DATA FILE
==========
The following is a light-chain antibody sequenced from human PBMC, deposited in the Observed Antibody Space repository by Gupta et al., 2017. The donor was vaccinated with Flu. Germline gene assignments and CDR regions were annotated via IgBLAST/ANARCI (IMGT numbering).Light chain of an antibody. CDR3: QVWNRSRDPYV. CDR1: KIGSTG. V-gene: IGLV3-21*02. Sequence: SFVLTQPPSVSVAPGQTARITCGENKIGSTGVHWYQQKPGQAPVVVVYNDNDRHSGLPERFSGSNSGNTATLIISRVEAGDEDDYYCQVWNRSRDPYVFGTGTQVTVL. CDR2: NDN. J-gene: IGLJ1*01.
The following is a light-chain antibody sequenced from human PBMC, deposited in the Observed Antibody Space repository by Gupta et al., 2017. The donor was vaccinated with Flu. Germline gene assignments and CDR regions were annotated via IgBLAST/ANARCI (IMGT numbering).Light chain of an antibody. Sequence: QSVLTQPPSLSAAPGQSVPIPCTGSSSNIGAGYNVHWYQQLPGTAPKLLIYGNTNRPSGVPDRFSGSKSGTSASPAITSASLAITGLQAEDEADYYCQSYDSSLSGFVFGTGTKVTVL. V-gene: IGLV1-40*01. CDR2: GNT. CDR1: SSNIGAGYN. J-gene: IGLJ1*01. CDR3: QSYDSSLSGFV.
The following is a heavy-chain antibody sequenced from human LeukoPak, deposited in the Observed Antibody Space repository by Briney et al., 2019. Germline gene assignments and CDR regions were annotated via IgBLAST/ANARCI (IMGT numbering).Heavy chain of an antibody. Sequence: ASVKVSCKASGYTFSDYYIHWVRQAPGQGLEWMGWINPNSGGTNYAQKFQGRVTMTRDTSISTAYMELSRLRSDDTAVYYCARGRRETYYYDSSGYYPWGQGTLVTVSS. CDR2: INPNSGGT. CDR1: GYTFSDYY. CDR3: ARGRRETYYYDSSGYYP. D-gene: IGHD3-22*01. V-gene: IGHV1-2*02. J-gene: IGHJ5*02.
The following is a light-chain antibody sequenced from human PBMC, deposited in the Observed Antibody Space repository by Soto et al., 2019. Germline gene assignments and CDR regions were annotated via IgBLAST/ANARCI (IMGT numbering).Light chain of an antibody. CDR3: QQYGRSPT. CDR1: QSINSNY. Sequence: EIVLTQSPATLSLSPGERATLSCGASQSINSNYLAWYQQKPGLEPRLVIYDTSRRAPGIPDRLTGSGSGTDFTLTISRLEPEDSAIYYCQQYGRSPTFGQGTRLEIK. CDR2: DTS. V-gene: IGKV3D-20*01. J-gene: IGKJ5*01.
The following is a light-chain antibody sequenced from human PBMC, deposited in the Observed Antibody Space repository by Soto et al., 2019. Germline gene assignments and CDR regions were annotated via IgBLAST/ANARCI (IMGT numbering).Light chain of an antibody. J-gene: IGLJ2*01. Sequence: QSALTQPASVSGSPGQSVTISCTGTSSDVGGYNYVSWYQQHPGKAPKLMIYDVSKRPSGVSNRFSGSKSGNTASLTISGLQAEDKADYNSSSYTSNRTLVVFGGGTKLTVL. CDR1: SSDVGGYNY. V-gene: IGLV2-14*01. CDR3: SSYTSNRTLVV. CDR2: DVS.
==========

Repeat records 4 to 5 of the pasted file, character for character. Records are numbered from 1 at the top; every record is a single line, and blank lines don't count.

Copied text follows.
The following is a light-chain antibody sequenced from human PBMC, deposited in the Observed Antibody Space repository by Soto et al., 2019. Germline gene assignments and CDR regions were annotated via IgBLAST/ANARCI (IMGT numbering).Light chain of an antibody. CDR3: QQYGRSPT. CDR1: QSINSNY. Sequence: EIVLTQSPATLSLSPGERATLSCGASQSINSNYLAWYQQKPGLEPRLVIYDTSRRAPGIPDRLTGSGSGTDFTLTISRLEPEDSAIYYCQQYGRSPTFGQGTRLEIK. CDR2: DTS. V-gene: IGKV3D-20*01. J-gene: IGKJ5*01.
The following is a light-chain antibody sequenced from human PBMC, deposited in the Observed Antibody Space repository by Soto et al., 2019. Germline gene assignments and CDR regions were annotated via IgBLAST/ANARCI (IMGT numbering).Light chain of an antibody. J-gene: IGLJ2*01. Sequence: QSALTQPASVSGSPGQSVTISCTGTSSDVGGYNYVSWYQQHPGKAPKLMIYDVSKRPSGVSNRFSGSKSGNTASLTISGLQAEDKADYNSSSYTSNRTLVVFGGGTKLTVL. CDR1: SSDVGGYNY. V-gene: IGLV2-14*01. CDR3: SSYTSNRTLVV. CDR2: DVS.